In recent months, on the long drive back from picking up the kids at their dad’s apartment, I’ve been listening to some of the stuff to which they listen.  Most of modern pop is not really my thing.  I think Ariana Grande sounds like a screeching cat half of the time.  But I’ve been finding myself drawn to songs that are just plain fun.

I’ve become a fan of Meghan Trainor.  She’s only 20, and in her own words “she can write a hook”.  I also like how her songs that I have heard so far have positive messages about body image and expecting men to treat her like a lady.  While it hasn’t been officially release yet, my favorite is “Dear Future Husband”.

I also have another guilty pleasure:  Taylor Swift.  She first caught my attention on Songs from District 12, but I’ve really been enjoying the singles off of her latest album.  “Blank Space” reminds me of a few relationships I’ve had in my time.  But “Shake It Off” is just pure fun, and it just makes me want to shake away all of the shadows that have been haunting me for so long and move forward.


What I Learned From Playing Candy Crush

November 4, 2014

After beating 605 levels of Candy Crush Saga, I have decided it is time to retire.  It is time to delete the game from my Facebook, my tablet, and my smart phone.  I’ve had a lot of fun, but now it’s done.

Even though I am hanging up my Lollipop Hammers and letting go of my Color Bombs, I won’t forget how Candy Crush helped me through my depression and my divorce by keeping my mind busy while my body (with the exception of my mouse hand) stayed inert.  I won’t forget the satisfaction of defeating a particularly hard level or the disappointment of only needing one more move to win just as I ran out of moves completely.  But it is a crutch for me that needs to go.

During those 605 levels I learned a lot of lessons and was reminded of many others, too.  Some are applicable to real life, and some may only make sense in the Candy Crush world.

  1. Some situations require a lot of skill, some situations require a lot of luck, and some situations require a little bit of both.  There were some levels that I could breeze through on skill alone.  There were others where I was stuck for days (or even weeks) waiting for the game to churn out the perfect order of colored candies.  Then there were some levels where I had to be smart enough to take advantage of fortuitous circumstances when they arrived.
  2. Sometimes the best tools are the simplest tools.  When Candy Crush Saga first introduced the daily wheel in which I received a free booster every day, for the first week or so I would get disappointed if I won only a Lollipop Hammer or a just a Sticky Hand.  I wanted Swedish Fish or Color Bombs, the more explosive and fancy tools.  It took me a little while to realize that the flashy tools only worked in certain situations, but the little Lollipop Hammers and Sticky Hands were worth their weight in gold due to the small changes you could use them to make on any type of level.  There are times when I would have given half my arsenal for more of those things.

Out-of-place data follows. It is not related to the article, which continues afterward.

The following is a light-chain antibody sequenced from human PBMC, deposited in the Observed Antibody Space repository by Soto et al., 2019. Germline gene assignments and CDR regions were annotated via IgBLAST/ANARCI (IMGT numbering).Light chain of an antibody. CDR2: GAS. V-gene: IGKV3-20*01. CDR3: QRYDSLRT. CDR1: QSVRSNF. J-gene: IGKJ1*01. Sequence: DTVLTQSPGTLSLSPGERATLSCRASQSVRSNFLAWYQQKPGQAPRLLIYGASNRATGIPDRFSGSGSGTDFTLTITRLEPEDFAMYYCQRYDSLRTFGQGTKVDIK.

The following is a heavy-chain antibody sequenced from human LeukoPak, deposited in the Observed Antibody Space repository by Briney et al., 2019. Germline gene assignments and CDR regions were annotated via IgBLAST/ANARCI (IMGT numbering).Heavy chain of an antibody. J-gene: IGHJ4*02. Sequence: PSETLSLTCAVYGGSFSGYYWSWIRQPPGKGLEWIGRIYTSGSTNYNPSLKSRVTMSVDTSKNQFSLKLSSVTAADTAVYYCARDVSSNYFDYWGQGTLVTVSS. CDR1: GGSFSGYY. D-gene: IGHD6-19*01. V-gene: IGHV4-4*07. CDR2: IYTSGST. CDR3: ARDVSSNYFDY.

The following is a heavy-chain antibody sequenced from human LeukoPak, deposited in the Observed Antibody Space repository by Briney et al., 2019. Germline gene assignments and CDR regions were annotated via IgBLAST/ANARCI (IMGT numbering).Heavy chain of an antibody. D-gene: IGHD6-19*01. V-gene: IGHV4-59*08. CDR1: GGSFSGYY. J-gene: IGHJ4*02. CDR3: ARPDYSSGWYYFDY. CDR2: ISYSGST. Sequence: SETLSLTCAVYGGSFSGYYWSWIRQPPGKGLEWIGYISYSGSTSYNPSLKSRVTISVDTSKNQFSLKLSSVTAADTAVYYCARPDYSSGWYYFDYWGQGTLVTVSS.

3. Even if you think you have it figured out, the game can still be a little unpredictable.  Sometimes striped candies that should have been vertical became horizontal.  Sometimes color bombs would explode for no discernible reason.  I don’t know if it was glitches or just part of the game, but just as in real life, the unpredictable can happen.
  4. Some people are more stubborn obsessive persevering than others.   The progress trail is littered with the tack marks of those who petered out slightly before or slightly after the 100th level.  Only one of my friends is ahead of me at this point, and I’ll let her keep her 90-level lead.
  5. The sequels are never as good as the first one.  Did we learn nothing from the Scream movies?  Candy Crush Dreamworld was basically only fun when I was stuck on a regular Candy Crush level for two or three weeks and needed to feel some sense of success.
  6. Life is easier when you have friends to help you along the way.  This is a special shout out to all those people who sent me extra lives, 3 extra moves, and tickets to enter the next episode.